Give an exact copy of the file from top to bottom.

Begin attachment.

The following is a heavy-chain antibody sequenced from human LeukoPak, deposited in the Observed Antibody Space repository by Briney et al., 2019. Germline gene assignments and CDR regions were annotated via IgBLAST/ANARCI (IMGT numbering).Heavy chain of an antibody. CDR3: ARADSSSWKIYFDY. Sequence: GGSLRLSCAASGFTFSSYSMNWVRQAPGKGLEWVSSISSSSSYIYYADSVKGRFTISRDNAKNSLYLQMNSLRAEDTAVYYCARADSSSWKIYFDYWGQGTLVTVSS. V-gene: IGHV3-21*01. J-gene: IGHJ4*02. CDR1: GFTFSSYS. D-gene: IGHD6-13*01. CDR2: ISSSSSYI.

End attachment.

The following is a heavy-chain antibody sequenced from human LeukoPak, deposited in the Observed Antibody Space repository by Briney et al., 2019. Germline gene assignments and CDR regions were annotated via IgBLAST/ANARCI (IMGT numbering).Heavy chain of an antibody. CDR3: ARADSSSWKIYFDY. Sequence: GGSLRLSCAASGFTFSSYSMNWVRQAPGKGLEWVSSISSSSSYIYYADSVKGRFTISRDNAKNSLYLQMNSLRAEDTAVYYCARADSSSWKIYFDYWGQGTLVTVSS. V-gene: IGHV3-21*01. J-gene: IGHJ4*02. CDR1: GFTFSSYS. D-gene: IGHD6-13*01. CDR2: ISSSSSYI.